Next to her sat someone who blended into the background just as well: Deacon. He also sat motionless. His eyes were focused. After observing this painting, I stared at these two. The more I stared, the more immersed I became in that particular left-hand part of the painting. Why was this? Taking the whole canvas, I erased the children, trees, sounds, and everything else except those two figures. I enhanced the image and zoomed in. This was my finalized piece of art. This was all I needed to focus on. In front of me, I saw an old friend, an old memory that I missed so dearly, accompanied by a stranger. There was something I still hadn’t been able to uncover yet. I wanted to know. It was time to finalize the picture. Intensify it. I needed to make it so that my image popped out to anyone who glanced at it. I wanted its colors to be pungent. I needed to make it look so clear to me. There had to be something else in the image I wasn’t seeing.

I found it. Both Deacon and Jennifer were looking at it the whole time. There actually was something moving in the picture. Jennifer’s right hand briskly guided the pencil into various directions. What was she drawing? Both of them looked so immersed in the world of the drawing. I wanted to know so desperately, so much, that it made me want to jump into my own artwork. At this point in time, I didn’t consider myself an artist yet. I still needed to make some quick edits and erase all of those extra pencil marks. Of course, I still needed to finish it by putting my signature on it. I didn’t want anyone to steal my painting from me. I worked so hard on making the background stand out. I was actually about to leap into it.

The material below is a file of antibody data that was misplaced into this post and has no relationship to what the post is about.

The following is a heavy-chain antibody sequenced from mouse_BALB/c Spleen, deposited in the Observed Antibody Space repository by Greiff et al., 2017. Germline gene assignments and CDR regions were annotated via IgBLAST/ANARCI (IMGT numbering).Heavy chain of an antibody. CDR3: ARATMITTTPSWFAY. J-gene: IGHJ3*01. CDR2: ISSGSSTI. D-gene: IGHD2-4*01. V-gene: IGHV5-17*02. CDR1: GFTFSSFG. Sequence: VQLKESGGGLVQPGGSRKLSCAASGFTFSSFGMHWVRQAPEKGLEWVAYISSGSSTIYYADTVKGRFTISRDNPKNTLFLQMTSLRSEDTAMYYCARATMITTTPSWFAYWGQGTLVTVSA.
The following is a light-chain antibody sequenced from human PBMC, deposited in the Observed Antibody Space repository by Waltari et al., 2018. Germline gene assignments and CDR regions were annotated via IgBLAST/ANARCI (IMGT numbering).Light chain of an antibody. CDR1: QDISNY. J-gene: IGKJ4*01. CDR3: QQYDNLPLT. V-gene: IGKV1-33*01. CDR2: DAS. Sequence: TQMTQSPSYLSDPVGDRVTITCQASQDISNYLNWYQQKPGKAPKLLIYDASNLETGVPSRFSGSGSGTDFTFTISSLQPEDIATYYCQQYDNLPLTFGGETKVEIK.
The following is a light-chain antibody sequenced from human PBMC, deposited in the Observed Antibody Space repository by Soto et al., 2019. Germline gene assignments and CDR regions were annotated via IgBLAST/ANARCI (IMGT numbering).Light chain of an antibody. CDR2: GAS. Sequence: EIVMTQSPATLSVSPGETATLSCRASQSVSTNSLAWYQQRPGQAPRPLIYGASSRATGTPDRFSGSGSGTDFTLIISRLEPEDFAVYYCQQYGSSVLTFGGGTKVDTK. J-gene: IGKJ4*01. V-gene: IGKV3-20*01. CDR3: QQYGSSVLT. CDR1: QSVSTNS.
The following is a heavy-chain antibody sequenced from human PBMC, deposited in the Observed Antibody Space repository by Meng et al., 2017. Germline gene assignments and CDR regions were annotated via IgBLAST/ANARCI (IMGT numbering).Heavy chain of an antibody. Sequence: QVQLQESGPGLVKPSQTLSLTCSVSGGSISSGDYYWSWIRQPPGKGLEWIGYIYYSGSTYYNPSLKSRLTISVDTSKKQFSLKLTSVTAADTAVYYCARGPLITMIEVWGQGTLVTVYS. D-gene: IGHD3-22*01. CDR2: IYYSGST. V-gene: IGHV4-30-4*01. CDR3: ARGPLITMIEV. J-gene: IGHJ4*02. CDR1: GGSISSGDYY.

I had so much aspiration. It was the kind that turned me into an impenetrable bullet wanting to shoot through the most massive structures. This feeling made me want to blast off like a rocket deep into space. The feeling was weird because it was so powerful. It almost did make me believe I could actually do that. I shyly ran up to Jennifer and Deacon and greeted them. I was allowed to watch Jennifer draw. As I witnessed her drawing, my inspiration erupted into various colors of gooey paint from eyes. I remembered my painting that I had created in my head. The left-hand corner used to seem very drab. But since I went inside the painting and inspected it, I discovered all the aspects of the artwork. Because of the inspiration that exploded from my head and ears, the left-hand corner of the canvas became smeared with living colors that were no longer a part of the background. This part of the painting was now a vital part of its story.